Everybody has an alter ego--or two, or three, or more. Some people's alter egos are poorly integrated and bitter parts of themselves: envious, greedy, or perpetually resentful. You know them: muttering in their cars after work, passive-aggressively undermining coworkers, stretching lunch breaks, feigning sick days, and exacting an embittered revenge on the world. People who have this as their alter ego--not just an occasional bad day--fail to deal with their own shadow side and thus see it projected on the world around them. Martyred and aggrieved, they are put upon by the world, never seeing their own starring role in annoying the heck out of the most patient of other people. They have cast themselves in the role of ailing patient, long-suffering protagonist in the drama of life.
Some people's alter egos have not built the defense of anger over their fear. Instead, they cling to a lifeline in a roaring sea of terror. Every decision is grounded in fear dressed up as rationality and prudence. If they could garner the courage to behave angrily, their rage would terrify everyone in their world, but instead they cringe, semi-invisible and yet sullen that no one seems to pay attention to them.
Some people's alter egos are expressed within prescribed roles in elaborate games--role-playing, video or otherwise. They may have superpowers, or be powerful in other ways; they try out another way of being like a teenager switching from pop to punk overnight. Adapting to the parameters established by someone else's imagination, they furtively express aspects of the self that they are afraid to reveal in their real lives. The degree to which they sink into this role impairs their ability to invest in the real world and, maybe, be a bit more "super" out here.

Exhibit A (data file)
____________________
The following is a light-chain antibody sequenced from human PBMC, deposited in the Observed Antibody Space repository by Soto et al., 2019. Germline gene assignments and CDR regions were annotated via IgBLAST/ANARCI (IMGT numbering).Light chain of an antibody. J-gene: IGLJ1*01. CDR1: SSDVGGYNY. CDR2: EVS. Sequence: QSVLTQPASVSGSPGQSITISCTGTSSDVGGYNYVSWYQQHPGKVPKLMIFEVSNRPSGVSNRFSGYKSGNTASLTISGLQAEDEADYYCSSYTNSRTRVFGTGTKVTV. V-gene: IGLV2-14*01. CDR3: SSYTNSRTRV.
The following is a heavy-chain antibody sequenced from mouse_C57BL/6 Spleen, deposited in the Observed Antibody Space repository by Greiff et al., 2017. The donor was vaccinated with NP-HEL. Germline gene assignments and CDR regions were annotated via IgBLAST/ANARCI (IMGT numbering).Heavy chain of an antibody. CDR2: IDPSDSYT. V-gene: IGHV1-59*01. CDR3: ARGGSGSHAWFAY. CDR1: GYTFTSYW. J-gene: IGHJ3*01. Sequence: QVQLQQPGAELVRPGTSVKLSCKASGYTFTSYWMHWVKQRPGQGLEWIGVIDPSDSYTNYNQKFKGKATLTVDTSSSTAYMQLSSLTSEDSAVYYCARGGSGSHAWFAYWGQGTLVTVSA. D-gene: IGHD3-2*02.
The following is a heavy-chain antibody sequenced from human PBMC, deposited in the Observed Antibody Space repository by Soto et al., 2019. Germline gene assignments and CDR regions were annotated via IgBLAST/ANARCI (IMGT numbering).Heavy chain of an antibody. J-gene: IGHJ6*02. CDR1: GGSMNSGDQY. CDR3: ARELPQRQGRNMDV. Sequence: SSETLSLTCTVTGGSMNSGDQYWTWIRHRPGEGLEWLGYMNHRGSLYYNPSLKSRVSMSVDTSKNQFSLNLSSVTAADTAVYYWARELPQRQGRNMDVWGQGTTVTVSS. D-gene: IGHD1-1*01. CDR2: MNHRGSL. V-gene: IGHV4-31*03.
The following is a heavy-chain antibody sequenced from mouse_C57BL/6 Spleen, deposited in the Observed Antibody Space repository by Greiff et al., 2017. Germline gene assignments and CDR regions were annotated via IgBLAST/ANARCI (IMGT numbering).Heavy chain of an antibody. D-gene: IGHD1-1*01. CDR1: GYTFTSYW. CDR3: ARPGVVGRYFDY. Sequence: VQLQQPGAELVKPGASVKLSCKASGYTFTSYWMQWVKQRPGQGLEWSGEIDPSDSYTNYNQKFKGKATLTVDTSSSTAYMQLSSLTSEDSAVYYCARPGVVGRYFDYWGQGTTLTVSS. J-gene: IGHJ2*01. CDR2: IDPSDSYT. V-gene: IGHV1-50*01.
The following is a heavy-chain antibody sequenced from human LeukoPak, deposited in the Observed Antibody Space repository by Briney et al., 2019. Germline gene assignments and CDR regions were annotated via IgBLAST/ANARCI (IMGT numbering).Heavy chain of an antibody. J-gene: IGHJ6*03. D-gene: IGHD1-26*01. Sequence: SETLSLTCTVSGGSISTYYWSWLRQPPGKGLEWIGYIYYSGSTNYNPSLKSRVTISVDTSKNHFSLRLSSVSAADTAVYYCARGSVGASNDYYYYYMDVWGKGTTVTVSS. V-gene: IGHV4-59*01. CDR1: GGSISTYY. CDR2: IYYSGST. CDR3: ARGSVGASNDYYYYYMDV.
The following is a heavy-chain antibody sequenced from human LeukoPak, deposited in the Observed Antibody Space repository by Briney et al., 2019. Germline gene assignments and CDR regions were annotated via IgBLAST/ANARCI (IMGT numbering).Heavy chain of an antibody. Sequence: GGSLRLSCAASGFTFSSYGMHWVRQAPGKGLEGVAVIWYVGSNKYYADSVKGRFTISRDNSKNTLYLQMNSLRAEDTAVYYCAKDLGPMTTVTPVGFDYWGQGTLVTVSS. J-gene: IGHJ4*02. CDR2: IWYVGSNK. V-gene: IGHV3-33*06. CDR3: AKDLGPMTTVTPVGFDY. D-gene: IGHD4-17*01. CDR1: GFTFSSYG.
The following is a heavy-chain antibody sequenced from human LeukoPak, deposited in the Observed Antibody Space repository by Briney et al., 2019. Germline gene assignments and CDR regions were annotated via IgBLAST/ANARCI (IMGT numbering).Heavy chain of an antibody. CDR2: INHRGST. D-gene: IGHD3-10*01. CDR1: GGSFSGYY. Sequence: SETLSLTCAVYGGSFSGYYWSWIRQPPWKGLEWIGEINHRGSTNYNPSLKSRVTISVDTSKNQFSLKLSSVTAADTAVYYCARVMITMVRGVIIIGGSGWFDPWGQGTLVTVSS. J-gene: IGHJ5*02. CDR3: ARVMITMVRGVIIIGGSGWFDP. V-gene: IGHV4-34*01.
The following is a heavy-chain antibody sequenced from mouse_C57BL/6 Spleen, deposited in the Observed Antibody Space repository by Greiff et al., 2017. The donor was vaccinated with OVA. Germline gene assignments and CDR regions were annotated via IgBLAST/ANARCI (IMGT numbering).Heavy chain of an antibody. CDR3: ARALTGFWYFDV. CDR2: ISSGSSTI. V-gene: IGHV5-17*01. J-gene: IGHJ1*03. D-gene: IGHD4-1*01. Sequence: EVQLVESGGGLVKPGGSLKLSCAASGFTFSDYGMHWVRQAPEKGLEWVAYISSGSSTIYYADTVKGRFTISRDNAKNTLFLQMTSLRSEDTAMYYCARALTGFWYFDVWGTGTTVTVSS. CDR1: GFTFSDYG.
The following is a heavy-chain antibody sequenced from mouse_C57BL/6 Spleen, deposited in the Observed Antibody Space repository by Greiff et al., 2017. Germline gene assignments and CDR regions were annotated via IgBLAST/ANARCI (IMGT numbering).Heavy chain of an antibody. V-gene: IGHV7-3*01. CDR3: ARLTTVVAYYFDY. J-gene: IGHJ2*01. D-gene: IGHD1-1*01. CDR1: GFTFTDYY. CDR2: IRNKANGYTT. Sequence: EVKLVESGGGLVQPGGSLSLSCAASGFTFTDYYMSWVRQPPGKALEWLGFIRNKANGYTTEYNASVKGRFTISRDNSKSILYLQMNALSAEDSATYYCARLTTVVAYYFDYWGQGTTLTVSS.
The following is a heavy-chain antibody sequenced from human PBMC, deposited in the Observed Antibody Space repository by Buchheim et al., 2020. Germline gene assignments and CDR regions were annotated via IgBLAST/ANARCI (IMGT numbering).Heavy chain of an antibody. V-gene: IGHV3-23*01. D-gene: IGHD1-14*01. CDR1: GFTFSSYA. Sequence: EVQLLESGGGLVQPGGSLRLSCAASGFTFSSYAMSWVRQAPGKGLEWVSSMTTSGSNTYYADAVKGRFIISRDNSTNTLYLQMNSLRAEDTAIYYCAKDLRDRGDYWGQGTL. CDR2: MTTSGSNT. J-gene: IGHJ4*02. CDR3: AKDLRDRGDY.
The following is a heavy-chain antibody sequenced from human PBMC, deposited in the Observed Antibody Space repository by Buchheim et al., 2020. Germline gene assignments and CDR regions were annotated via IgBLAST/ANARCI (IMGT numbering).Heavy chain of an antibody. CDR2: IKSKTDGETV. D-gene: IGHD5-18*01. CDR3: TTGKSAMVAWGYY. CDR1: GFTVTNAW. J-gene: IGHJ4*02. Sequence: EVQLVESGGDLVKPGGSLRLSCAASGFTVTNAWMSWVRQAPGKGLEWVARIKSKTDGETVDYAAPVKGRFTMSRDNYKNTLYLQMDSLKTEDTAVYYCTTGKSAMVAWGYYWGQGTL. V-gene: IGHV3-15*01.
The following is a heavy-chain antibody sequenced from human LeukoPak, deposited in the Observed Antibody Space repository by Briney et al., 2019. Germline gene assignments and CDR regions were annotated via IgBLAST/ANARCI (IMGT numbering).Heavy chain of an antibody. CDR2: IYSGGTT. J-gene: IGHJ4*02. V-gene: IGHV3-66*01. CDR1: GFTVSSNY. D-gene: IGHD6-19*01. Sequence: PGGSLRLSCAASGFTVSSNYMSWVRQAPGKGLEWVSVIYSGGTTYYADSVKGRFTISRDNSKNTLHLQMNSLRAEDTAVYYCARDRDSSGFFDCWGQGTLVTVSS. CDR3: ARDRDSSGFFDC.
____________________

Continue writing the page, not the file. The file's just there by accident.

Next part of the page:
Other people's alter egos are the parts of themselves that whirl in a vortex of guilt and shame, the endlessly self-recriminating "woulda-coulda-shoulda's" of cowardice, failure, hesitancy, or awkwardness. The alter ego always knows what to say and do, and practically hums with the electricity of "My Way." Disappointing conversations and missed opportunities go into endless reruns, except the intrepid alter ago makes it all go better. This leaves the "real" self, of course, feeling steadily more like a craven excuse for an adult.
Agonizingly shy, this was my specialty well into adulthood:
Lori to boss: "I have TB. We found it when we were having clients tested. My doctor and my priest say I need to...